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Paris Meets Brooklyn: The Global Reach of Contemporary American Dining

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Melt Restaurant 75017

French food is a powerful signifier of French culture, inspiring tourists and international foodies to travel to France to taste authentic ingredients and enjoy exceptional dining experiences.  In the last fifteen years, food critics and tastemakers agree that the global food business, which permits the regular importation and exportation of regional ingredients and encourages chefs to experiment with new techniques, has challenged the hegemony of French cuisine and dining.  Fabio Parasecoli and Mateusz Halawa’s new book  Global Brooklyn: Designing Food Experiences in World Cities (2021) recently asked food historians around the world to discuss how these new food-ways, honed in Brooklyn, New York, influence today’s cuisine.  I was pleased to participate in this fascinating study and I am sharing a section of my essay dedicated to the advent of Global Brooklyn in Paris. 

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Surprising Stories: Les Champs-Elysées, from Allée to Avenue

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Les Champs-Elysées with Christmas lights, Photo: Wendi Halet/Flickr

This year the city of Paris will be ready for the holiday season: the colored lights will illuminate one of the most  beautiful avenues of the world, adding a special allure inviting strollers (albeit safely distanced and masked) along the festive avenue. The Christmas market will be virtual and the crowds will wait to bring encouraged to ring in the New Year with restraint, but the Christmas light are a Parisian traditions, like the Tree in Rockefeller Center, inaugurating a  holiday season unlike any other. Strolling the Champs is a walk through French history that entices Parisians and tourists alike at every season. But did you know it was inspired by garden design? Read more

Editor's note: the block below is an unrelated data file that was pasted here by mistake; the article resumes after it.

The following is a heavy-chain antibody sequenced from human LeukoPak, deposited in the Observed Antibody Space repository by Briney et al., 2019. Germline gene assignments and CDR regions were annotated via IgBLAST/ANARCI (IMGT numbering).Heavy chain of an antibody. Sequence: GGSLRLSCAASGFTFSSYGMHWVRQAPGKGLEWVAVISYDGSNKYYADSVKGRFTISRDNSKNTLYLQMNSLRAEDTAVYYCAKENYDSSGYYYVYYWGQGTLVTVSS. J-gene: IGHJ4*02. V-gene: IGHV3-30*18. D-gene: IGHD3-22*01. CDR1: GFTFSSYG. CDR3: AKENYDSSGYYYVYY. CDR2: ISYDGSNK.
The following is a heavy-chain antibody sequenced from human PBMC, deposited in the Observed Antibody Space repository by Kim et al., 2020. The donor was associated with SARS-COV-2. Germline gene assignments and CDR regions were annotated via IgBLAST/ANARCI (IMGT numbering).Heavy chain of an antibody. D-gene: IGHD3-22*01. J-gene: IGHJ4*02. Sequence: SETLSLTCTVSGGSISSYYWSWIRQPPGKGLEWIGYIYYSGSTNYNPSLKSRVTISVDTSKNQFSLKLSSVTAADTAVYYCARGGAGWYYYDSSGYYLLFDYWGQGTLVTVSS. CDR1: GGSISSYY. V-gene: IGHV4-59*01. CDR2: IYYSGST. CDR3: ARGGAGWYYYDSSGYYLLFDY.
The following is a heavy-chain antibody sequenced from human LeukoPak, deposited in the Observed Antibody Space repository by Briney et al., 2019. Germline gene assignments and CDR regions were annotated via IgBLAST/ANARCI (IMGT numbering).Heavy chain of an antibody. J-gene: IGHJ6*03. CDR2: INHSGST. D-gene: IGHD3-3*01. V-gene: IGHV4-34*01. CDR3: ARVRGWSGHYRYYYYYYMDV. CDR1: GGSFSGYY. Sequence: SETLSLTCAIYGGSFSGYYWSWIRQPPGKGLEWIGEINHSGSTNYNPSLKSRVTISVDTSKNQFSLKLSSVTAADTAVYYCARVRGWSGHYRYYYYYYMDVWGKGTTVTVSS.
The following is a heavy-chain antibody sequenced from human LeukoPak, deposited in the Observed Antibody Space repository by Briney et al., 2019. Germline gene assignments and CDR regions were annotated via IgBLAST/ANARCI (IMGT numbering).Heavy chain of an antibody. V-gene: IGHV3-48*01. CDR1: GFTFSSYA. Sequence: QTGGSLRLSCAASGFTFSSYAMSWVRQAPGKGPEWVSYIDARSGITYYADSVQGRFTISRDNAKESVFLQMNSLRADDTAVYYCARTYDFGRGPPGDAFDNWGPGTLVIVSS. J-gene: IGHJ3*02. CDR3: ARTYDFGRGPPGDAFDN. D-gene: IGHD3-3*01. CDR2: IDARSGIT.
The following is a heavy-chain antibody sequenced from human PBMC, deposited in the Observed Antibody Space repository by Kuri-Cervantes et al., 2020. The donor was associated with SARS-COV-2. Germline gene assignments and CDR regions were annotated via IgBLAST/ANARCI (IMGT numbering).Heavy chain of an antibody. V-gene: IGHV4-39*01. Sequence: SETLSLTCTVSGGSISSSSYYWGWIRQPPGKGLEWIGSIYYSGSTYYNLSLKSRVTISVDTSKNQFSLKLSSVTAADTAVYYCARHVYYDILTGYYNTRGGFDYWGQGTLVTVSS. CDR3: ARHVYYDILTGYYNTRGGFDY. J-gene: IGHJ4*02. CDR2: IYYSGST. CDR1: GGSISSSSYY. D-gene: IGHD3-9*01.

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Les Potirons, France’s History and Love of Pumpkins

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While pumpkins are generally associated with the Americas, and rightfully so, the French have a particularly strong affection for this New World vegetable. Although you will never find a pumpkin pie served for dessert in a French home, in autumn the country’s markets abound in every shape and size of pumpkin. Here is how this fondness of potirons came to be and a recipe for the preferred way for the French to consume pumpkins, in a velouté, a thick and creamy soup.

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Surprising Stories: Monet’s Water Lilies, from Giverny to the Musée de l’Orangerie

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With the arrival of spring blossoms and warmer weather, it is all the more challenging to be confined to our homes. It was the goal of many Impressionist artists to capture this moment of nature’s splendor and few achieved this as gloriously as Claude Monet. Dreaming of his radiant gardens can offer some respite from our newly restrictive daily lives, especially his meditative water lily panels. These masterpieces have made the Musée de l’Orangerie one of the most famous museums in Paris, however, few know that the museum would not have been possible without the tireless efforts of Georges Clemenceau; then the Prime Minister of France and friend of Monet. This edition of our Surprising Stories series reveals how Clemenceau, one hundred years ago today, succeeded at this impressive feat.

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Surprising Stories: Dining at Versailles: What happened to the Leftovers?

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Antichambre du Grand Couvert de la Reine ©Chateau de Versailles

Louis XIV was the most conspicuous diner at Versailles.  His meals represented the bounty of France, and his appetite was considered a sign of his good health and the well-being of the nation. Dining was a ceremonial occasion and was regulated according to a strict etiquette established during King Louis XIV’s reign.  In the latest of our Surprising Stories series, we join the Sun King at his extravagant evening meal and then see what happened to the leftovers of his copious feasts.

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